FlixChatter Review – Fantastic Beasts: The Crimes of Grindelwald (2018)

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Review by: Laura Schaubschlager

I just saw Fantastic Beasts: The Crimes of Grindelwald and once again, I have to separate my feelings as a die-hard 20-year-long Harry Potter fan from my thoughts as a movie critic. While I have a lot of gripes about how lazy J.K. Rowling‘s later additions and retcons to the Wizarding World canon have been, how parts of the timelines between the books and these movies don’t line up, and how casting an alleged domestic abuser as a lead in a movie whose source material has a main character who regularly suffers domestic abuse is messed up, I need to focus on this movie as just that–a movie. Fortunately, this second installment in the five-part series gives me plenty to work with on its own.

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Fantastic Beasts: The Crimes of Grindelwald, directed by David Yates, picks up nearly a year after the end of the first film’s events. The sinister criminal wizard Gellert Grindelwald (Johnny Depp) escapes captivity and flees to Paris to rally more supporters and continue manipulating Credence Barebone (Ezra Miller), the sensitive orphaned teen with a mysterious and dangerous background. Professor Albus Dumbledore (Jude Law) recruits his former student and magizoologist Newt Scamander (Eddie Redmayne) to find and help Credence before Grindelwald can get to him.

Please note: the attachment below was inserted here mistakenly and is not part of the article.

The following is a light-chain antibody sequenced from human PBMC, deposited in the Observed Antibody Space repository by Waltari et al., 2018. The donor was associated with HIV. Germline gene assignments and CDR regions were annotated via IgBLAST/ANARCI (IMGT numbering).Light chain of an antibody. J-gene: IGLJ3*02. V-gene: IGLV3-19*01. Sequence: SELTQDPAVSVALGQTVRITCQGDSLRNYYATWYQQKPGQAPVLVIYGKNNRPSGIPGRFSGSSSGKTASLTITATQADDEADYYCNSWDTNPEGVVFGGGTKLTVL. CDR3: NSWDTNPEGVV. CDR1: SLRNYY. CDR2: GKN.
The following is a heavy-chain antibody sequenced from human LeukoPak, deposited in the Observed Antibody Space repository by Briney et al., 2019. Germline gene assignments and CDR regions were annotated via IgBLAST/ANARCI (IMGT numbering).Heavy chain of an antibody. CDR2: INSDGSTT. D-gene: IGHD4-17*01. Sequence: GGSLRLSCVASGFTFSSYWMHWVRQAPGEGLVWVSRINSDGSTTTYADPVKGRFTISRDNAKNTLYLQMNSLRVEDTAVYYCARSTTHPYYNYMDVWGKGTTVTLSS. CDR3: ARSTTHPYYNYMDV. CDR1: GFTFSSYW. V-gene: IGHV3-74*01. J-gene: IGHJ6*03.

As with the first Fantastic Beasts movie, The Crimes of Grindelwald has a serious pacing problem. I had hoped that once they decided to expand the series from three to five movies it would improve, since they now have two more films to spread out the story, but it’s just worse. They try to fit in too many subplots and character backstories without enough time to develop them, so they feel forced and lazy.

The plots and subplots include: Newt’s continued research of magical creatures (you know, what you’d expect a film series titled FANTASTIC BEASTS to mostly focus on) and his mission to save Credence per Dumbledore’s request with the help of wizard cop and maybe more-than-friend Tina (Katherine Waterston), as well as their strained relationship over a misunderstanding; Grindelwald’s plotting to take over the wizarding world; non-wizard Jacob (Dan Fogler) regaining his memory after having it wiped in the first movie (which happens entirely off screen) and having a rocky relationship with mind-reading witch Queenie (Alison Sudol); Queenie’s wavering loyalty and growing attraction to Grindelwald’s side; Credence’s relationship with the cursed serpentine shapeshifter Nagini (Claudia Kim), their background at a sketchy wizard circus, and their search for Credence’s birth mother; the love triange between Newt, his brother Theseus (Callum Turner) and Theseus’s fiance/Newt’s former flame Leta Lestrange (Zöe Kravitz), and Leta’s dark family backstory, filled in by enigmatic wizard Yusuf Kama (William Nadylam). There’s a good chance I forgot some smaller subplots. That’s a LOT to include in a two hour and thirteen minute-long movie, and because of that, it all feels underdeveloped and hastily explained.